Using Raspberry Pi and Open Source to Understand TechnologyBy Elmer Masters, Published on March 23, 2014
Do you ever wonder about how all that tech that you're using every day really works? What powers all those social networks that seem so important? Is that website really magic? How does Dropbox work anyway? Building and managing all this tech was once the arena of specialists, developers, programmers, system administrators and such. This is no longer true.
Thanks to advances in technology it's possible for you to hold a fully functional Internet server in the palm of your hand. Add in a handful of open source software and you're well on your way to understanding just how all of that fun tech you use everyday works. That server in your hand is the Raspberry Pi.
The Raspberry Pi is an excellent little computer and everyone interested in computers needs to get one. It is an excellent tool for learning programming, learning about Linux, prototyping interesting things, and more. Properly decked out with a case, USB power supply, and wifi adapter it'll set you back less than $100. Connect a keyboard, mouse, and monitor and you'll soon have a complete Linux server as your disposal.
That's right, one of the most interesting things about the Raspberry Pi is that it is really an Internet capable server powered by Linux. You can use the Pi to learn about sorts of things about how the Internet works, about how networks work, about how data moves from one place to another.
Now you may be thinking "So what? Why does it matter how these things work?" It matters because much of the practice law is about information and often that information passes across many networks including the open Internet. Understanding some of the basic ways that this information can be handled on servers and networks will help you back decisions about using information.
Open source software figures into this at many points. Many of the popular tools you use on the Internet were created with and run on open source platforms. Many of the commercial tools you use have open source analogues. By its nature open source software provides you with the ability to examine the code of the programs. It also typically provides some level of documentation and access to a community of developers and users of the software. This is important because this access provides a means for understanding what the software does.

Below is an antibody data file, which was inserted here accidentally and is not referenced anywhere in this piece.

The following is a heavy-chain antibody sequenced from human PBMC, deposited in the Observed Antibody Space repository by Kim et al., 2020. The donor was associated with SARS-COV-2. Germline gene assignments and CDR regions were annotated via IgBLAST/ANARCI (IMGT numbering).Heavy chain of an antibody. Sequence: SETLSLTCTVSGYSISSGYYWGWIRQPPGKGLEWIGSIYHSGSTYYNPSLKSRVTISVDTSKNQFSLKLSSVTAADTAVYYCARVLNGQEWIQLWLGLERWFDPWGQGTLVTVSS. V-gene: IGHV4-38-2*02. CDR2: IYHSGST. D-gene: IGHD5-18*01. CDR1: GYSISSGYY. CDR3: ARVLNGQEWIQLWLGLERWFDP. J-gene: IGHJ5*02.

Because open source projects have some documentation and communities available you can get some understanding of the software without needing to delve into the code. That's right, you don't need to be a programmer to understand an open source program. You just need to be able to follow along with the documentation to start understanding the project.
Putting all this together means that a Raspberry Pi loaded with open source software gives you a tool for understanding how things work. You can use the Pi to run your own little piece of the Internet and learn about how information flows on the Internet.
How about a concrete example? You've likely heard of Dropbox, the file storage and synchronization system. Dropbox puts a folder on your computer desktop and when you save files into the folder the files are copied to a Dropbox server and synchronized across multiple computers. This is a great service and enables us to work across multiple computers and share files with others quickly and easily.
While this is a great service, there is the fact that your data is being stored on Dropbox's servers. Yes, it is encrypted, but it is still in someone else's control. Using a Raspberry Pi and an open source program called ownCloud you can create your own system that works just like Dropbox but you get to keep control of all your own data. Your files stay on your server but you get all of the storage, synchronization, and sharing capabilities you expect from Dropbox.
To get started with this project, visit the ownCloud on Raspberry Pi web page and follow the brief instructions there to download the image that let's you create the ownCloud server. It's worth noting here that one of the useful features of the Raspberry Pi is that the entire system and all storage is on a single SD card. That means that you can switch out things easily.
Once you have the image on the SD card and you've booted up the Pi, you can get started by visiting the ownCloud documentation site for help in getting everything set up. Then visit the ownCloud install page to download the desktop clients you need to start syncing files with your desktop. When everything is ready to go you can store sync files on your own server.
The big thing to remember here is that you can take a look at the server and see the files being copied from your pc to the server. This is what makes the combination of the Raspberry Pi and open source software so interesting and important. You can use the platform to learn a bit about how information flows on the Internet.
[Editor's Note: Elmer is authoring a regular column in Slaw - Canada's online legal magazine, where this article was first published - republished with author and Slaw permission.